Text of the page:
Galion 22 conversion

  • 24 Nov 2017 13:43
    Reply # 5600031 on 5070195
    Is it possible to use a lighting pole that is not tapered, but "stepped" (I have no idea of the right term in englis) like this?

    They seem to be available in 4 and 5 mm wall thicknesses in various lengths, although sold only in 6060.

  • 24 Nov 2017 12:25
    Reply # 5600007 on 5070195
    Aargh - the seller of the al-flagpole has no certainty of the alloy type, and for some reason he will not specify the manufacturer (which according to him is dutch, but is it a Nedal pole - he will not answer this) for me to find out myself.

    The seller advices me to assume that the flagpole is 6060 alloy, because it is not certain if it is 6062 or not. Blah.

  • 23 Nov 2017 10:09
    Reply # 5599331 on 5598833
    Anonymous member (Administrator)
    Jami Jokinen wrote:Points taken, thanks. 

    I'll wait for the info about the alloy type of the flagpole and go on from there.

    If the tube is 145mm and I will add 6-10mm of glass, how big should I make the hole at the partners (of mast collar, should I have one welded) - to leave suitable amount of space for the wedges?


    That depends on how accurate you are when lining up the mast step and partners. On earlier boats (Malena, Johanna) I made room for quite wide (3cm?) wedges to make sure I could adjust the mast rake to set right, even with a little error in the mast step.

    On Ingeborg I made a (temporarily) movable mast step, then test-stepped the mast and moved the step about 1-2 cm forward to get the mast right. Then the step was screwed and epoxied permanently in place before re-stepping the mast This method lets me have neater partners with only 20mm wedges. I take care to make the wedges with fine angles and with a lip on top to keep them from ever dropping through.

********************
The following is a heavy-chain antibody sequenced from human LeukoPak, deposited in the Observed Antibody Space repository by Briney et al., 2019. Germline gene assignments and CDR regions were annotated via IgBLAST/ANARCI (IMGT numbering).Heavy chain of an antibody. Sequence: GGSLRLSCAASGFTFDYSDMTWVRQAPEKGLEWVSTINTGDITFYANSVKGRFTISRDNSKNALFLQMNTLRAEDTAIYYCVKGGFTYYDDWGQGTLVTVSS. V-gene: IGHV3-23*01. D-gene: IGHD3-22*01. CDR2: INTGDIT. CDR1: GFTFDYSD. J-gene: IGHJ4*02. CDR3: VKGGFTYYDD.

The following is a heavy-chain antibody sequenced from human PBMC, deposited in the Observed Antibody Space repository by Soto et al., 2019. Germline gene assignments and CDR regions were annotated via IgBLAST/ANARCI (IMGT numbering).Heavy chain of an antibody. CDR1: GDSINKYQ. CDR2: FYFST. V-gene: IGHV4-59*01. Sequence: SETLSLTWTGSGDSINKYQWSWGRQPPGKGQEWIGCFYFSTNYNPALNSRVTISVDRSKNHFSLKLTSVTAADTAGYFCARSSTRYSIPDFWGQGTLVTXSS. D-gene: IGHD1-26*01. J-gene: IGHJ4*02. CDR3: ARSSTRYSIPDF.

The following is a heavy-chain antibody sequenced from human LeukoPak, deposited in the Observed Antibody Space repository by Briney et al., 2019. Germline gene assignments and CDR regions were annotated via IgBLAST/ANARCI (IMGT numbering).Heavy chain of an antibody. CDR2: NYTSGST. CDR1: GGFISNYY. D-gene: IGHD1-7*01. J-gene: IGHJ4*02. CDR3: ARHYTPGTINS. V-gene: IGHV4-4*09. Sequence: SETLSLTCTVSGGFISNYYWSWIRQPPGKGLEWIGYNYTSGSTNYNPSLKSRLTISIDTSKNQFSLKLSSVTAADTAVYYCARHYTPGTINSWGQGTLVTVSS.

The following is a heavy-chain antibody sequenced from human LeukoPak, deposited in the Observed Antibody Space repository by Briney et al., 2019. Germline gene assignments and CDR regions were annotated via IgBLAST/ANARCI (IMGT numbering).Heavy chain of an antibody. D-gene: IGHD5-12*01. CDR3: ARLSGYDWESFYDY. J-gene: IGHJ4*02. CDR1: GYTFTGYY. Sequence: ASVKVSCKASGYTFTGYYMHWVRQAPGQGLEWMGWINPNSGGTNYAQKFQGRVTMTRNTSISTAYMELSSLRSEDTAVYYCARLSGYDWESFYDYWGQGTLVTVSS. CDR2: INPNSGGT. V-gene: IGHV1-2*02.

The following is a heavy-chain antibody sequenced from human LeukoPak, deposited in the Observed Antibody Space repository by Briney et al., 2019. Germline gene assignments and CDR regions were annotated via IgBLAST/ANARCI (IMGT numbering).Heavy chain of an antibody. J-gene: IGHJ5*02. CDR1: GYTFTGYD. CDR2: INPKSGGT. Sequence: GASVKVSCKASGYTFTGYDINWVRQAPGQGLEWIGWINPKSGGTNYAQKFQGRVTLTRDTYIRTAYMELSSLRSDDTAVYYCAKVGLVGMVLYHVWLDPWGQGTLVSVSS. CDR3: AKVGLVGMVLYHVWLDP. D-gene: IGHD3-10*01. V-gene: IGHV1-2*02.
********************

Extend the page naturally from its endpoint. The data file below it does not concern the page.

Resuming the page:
Last modified: 23 Nov 2017 10:11 | Anonymous member (Administrator)
  • 22 Nov 2017 20:47
    Reply # 5598833 on 5070195
    Points taken, thanks. 

    I'll wait for the info about the alloy type of the flagpole and go on from there.

    If the tube is 145mm and I will add 6-10mm of glass, how big should I make the hole at the partners (of mast collar, should I have one welded) - to leave suitable amount of space for the wedges?

    Last modified: 22 Nov 2017 21:11 | Anonymous member
  • 22 Nov 2017 20:17
    Reply # 5598797 on 5070195
    Anonymous member (Administrator)


    What causes stress in an un-stayed mast.

    The two biggest factors, which stress a mast, are sail pressure and the pitching of the boat.

    To minimise the last factor, I have made a habit of making moderately short masts, and then pile on some sail on it.  The original reason for this was that the quite stout and heavy spruce masts I used, would otherwise add too much to the hobby-horsing of the boat (increase ‘pitch radius’). With aluminium, I am more concerned about the whipping of the mast and eventual fatigue, as David mentions, so I still keep the masts as low as I can. I am less afraid of sail area, as the stability of the boat will put limits on how much sail one can carry in a rising wind. The HM-style sailplan lets one set the biggest and tallest sail on a given mast length.